Dear Corruption Watch,
Last week you looked at how public funding designated for elections is monitored, but how can we be sure that political parties do not use other public funds for electioneering? Are ministers, premiers and MECs allowed to use their official cars and helicopters? Can they dispense food bought with public money while campaigning, saying they are merely acting as government officials alleviating hunger? Are employees of the state (as opposed to elected officials) permitted to take part in party political campaigning?
Dear Election Watcher
All public officials, elected or otherwise, are subject to laws that regulate how they may use state resources and spend public money.
Spending it on a political party’s election campaign would almost certainly fall outside the ambit of what those laws allow public officials to do.
The difficulty is determining whether a public official who arrives bearing food packages is doing so as part of a genuine government campaign and is therefore within the bounds of the law, or whether that official is simply campaigning for his or her political party.
Tell-tale signs that something is amiss and that a public official is misspending state resources include when the intervention is entirely ad hoc and not part of a general policy; the public official comes wearing his or her party regalia and is not dressed as a representative of the government; there is an impending election and the area in question has a considerable number of undecided voters or voters who need motivation to vote; and when the goods or service are delivered with reminders to vote.
If it can be established that money was spent or that resources were used unlawfully, the official should normally be exposed to some sort of punishment for misconduct.
However, it is one thing to punish individuals who misspend public funds to help out their political parties and quite another to ensure that the political party in question receives some form of censure for unfairly benefiting from state resources. For this reason, political parties and their members are subject to the Electoral Act and the electoral code of conduct.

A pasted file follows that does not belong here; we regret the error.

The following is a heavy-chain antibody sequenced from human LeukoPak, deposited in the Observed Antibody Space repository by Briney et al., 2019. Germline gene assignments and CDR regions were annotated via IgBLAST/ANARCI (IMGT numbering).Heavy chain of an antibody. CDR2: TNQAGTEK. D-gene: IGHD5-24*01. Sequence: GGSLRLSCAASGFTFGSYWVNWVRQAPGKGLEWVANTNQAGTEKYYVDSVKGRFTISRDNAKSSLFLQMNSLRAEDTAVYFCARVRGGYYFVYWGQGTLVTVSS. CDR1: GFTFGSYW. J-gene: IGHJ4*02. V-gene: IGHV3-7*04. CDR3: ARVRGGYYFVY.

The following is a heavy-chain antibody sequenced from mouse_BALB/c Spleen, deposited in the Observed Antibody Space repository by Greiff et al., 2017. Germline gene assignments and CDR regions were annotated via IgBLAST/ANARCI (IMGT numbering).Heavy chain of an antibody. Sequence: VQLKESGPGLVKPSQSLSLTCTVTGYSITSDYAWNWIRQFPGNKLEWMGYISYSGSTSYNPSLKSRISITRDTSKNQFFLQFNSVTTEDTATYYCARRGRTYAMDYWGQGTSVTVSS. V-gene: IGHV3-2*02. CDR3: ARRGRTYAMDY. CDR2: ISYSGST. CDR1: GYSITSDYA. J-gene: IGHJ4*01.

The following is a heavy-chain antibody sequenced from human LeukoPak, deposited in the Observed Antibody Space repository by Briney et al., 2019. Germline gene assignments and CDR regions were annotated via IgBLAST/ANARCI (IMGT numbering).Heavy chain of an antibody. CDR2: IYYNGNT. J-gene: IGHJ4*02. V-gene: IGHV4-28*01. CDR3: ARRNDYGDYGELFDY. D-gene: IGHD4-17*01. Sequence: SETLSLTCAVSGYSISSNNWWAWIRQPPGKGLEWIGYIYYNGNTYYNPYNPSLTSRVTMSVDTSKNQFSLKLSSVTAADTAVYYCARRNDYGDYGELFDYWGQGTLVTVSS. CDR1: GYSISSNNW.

One of the purposes of the act and the code is to promote conditions that are conducive to free and fair elections, including free political campaigning. An election in which one political party enjoys not only its private resources, but also illegally procured public resources, is clearly not free and fair.
For this reason, the act and the code prohibit political parties, members and supporters from unlawfully persuading people to vote. Similarly, the code stipulates that no person, which would include ministers, premiers, MECs and other members of the government, may abuse their position of power to influence the conduct or outcome of an election.
These provisions almost certainly cover situations in which public officials misspend public funds to support their political party’s campaign.
If it can be shown that the political party in question conspired with the official to have that public money spent on its campaign, the party will almost certainly be in contravention of the act and the code.
When that happens, the Electoral Court is given a wide range of sanctions that it may impose on the party. On the tamer end, the court may issue a warning or a fine, but if the transgression is particularly bad, the court may also stop the party from campaigning, reduce the number of votes it receives, or even cancel its registration in the election.
Would it not be simpler to ban state employees from campaigning? In that way, abuses could be minimised or avoided altogether. It would certainly be simpler, but almost definitely unconstitutional. Section 19 of the constitution is clear that every citizen is free to make political choices, which includes the right to campaign for a political party.
Being an employee of the state does not strip individuals of this foundational political right.
However, because state employees will often enjoy positions of power, they should make it clear when campaigning that they are doing so in their private capacity and not on behalf of the government or any government agency.
• This article was first published in Sunday Times: Business Times